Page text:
Relative connector 'what' and preposition 'through'

Discussion in 'English Only' started by sonnen blume, Oct 5, 2015.

  1. sonnen blume New Member

    German - Germany
    Hello everybody,

    I'm an English student at a German university and I've got a question concerning the use of the relative connector 'what' and the preposition 'through'. I wrote a seminar paper on Shakespeare's Much Ado about Nothing and my lecturer didn't like the use of the relative connector 'what' to refer to whole phrases and the use of 'through'. Here are three examples:

    In doing so, Beatrice places herself in the centre of a discussion about her own future with or without a husband, what points to her awareness of the conventional stages in life a woman has to go through: maid, wife, and widow (Traub 133).

    <--->

    My questions are:
    Is it correct to use the connector 'what' as it is used in the first sentence? If not, what can I use instead?

    <--->

    Thank you very much for your help!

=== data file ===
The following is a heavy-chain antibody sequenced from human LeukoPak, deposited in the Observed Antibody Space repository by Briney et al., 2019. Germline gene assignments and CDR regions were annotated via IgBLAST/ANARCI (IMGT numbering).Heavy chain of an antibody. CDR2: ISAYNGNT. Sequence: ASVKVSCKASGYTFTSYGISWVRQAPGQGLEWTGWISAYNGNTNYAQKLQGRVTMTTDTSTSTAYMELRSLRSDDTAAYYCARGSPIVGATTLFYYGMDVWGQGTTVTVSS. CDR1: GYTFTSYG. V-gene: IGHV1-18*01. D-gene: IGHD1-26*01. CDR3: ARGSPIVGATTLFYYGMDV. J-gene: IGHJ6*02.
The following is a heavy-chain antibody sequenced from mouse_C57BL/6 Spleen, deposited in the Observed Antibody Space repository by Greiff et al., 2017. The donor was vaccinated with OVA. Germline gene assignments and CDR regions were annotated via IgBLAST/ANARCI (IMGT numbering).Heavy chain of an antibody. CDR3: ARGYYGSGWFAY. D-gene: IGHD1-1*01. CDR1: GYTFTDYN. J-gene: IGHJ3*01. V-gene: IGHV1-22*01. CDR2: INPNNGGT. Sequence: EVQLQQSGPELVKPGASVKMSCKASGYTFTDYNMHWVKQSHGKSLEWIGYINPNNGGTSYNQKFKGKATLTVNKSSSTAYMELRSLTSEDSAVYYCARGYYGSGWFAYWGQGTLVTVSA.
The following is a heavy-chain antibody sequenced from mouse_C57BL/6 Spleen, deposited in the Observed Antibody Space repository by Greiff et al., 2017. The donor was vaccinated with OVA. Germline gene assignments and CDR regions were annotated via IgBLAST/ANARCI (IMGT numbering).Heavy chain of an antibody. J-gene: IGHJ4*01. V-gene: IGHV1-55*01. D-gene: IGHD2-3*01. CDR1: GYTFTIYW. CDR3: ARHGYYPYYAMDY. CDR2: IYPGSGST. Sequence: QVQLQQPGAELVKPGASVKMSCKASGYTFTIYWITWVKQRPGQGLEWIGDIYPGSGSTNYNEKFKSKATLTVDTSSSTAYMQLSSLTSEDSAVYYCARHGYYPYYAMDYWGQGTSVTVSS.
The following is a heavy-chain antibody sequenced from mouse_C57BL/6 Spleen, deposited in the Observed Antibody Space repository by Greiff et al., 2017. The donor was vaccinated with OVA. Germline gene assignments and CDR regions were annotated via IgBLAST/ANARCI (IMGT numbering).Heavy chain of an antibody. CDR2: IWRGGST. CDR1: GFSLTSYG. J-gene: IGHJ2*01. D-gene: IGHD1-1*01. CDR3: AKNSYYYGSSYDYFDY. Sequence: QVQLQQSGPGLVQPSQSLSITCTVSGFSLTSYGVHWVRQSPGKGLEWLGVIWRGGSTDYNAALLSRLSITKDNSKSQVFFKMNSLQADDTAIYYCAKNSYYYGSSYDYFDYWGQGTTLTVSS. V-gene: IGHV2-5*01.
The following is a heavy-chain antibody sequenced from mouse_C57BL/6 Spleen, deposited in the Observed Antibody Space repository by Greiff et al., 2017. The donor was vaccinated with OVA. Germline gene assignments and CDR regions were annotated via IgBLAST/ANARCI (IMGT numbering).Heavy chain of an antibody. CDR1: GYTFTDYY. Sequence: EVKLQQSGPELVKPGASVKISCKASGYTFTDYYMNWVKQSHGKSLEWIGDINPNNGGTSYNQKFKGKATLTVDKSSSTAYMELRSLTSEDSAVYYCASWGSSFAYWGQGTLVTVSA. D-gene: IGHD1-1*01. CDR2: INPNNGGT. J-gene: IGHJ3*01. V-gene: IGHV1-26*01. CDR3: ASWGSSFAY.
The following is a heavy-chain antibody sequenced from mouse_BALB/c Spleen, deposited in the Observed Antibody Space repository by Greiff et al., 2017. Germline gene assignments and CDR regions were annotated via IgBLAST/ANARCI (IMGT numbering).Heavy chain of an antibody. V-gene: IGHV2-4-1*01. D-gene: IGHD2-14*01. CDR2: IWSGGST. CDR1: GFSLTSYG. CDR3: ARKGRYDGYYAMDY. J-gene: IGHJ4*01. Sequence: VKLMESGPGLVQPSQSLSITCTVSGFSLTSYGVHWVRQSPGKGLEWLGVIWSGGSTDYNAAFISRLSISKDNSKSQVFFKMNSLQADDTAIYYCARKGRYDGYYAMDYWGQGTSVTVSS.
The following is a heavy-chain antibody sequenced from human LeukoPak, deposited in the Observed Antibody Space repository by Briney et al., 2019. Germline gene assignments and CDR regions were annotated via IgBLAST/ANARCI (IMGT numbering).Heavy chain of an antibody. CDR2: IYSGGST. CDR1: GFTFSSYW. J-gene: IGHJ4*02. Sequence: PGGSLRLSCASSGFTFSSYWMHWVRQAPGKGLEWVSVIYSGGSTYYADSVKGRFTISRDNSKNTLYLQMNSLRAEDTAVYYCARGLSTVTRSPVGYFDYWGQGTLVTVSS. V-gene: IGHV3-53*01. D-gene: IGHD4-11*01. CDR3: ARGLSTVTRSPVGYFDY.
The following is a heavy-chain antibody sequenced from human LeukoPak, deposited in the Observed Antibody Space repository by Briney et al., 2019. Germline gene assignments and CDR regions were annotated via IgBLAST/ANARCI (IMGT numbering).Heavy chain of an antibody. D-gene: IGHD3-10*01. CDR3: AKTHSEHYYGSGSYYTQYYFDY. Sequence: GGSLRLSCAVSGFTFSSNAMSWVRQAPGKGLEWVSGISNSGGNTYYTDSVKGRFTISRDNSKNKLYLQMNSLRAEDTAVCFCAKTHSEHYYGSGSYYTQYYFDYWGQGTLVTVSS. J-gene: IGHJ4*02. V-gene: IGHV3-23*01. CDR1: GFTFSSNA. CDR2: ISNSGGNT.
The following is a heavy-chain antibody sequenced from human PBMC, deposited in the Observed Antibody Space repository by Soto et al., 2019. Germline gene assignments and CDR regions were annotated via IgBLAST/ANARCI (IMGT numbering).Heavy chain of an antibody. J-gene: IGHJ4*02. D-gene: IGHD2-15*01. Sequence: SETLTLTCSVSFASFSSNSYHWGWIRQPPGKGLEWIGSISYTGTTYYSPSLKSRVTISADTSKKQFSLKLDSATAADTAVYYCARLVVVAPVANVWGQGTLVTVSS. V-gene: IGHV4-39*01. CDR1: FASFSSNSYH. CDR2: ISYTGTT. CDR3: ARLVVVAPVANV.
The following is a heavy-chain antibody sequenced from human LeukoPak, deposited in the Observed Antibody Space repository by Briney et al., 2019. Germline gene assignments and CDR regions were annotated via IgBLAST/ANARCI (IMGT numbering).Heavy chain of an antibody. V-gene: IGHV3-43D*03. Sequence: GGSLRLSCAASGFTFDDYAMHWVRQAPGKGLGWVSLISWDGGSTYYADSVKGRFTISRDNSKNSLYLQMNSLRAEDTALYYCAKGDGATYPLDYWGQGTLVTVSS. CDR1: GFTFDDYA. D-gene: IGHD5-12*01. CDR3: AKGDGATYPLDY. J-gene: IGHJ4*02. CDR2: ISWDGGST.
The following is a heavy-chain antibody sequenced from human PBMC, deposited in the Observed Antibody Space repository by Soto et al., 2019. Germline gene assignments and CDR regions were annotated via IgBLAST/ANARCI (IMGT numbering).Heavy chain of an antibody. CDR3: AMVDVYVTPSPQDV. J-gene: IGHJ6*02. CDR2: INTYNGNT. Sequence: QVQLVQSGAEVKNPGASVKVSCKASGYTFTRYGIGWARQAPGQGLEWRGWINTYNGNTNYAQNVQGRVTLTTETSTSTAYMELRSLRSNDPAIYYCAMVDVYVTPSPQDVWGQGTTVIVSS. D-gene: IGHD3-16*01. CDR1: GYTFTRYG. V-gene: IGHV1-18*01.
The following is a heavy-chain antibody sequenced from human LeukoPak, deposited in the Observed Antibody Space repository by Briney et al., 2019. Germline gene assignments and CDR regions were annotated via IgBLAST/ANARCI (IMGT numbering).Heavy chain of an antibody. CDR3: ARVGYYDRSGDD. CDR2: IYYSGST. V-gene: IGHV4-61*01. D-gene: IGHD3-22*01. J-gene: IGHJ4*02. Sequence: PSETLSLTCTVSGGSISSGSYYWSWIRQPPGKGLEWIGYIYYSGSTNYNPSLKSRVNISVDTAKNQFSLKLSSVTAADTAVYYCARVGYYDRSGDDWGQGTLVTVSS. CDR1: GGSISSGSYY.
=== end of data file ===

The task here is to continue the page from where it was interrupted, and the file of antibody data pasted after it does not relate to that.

<--- > One question per thread please. Additional questions removed. Cagey, moderator.
     
    Last edited by a moderator: Nov 2, 2015
  2. PaulQ

    PaulQ Senior Member

    UK
    English - England
    For your first question, "... that points to her awareness of the conventional stages in life [that] a woman has to go through: maid, wife, and widow

    What does not operate in this context as a subject pronoun in a subordinate clause -> that/which should be used.

    What usually means "the thing that"
     
  3. sonnen blume New Member

    German - Germany
    Thank you, PaulQ. Your reply helps a lot :)
     
  4. PaulQ

    PaulQ Senior Member

    UK
    English - England
    You posted whilst I was editing: I've added a bit. :thumbsup:
     

Share This Page

Loading...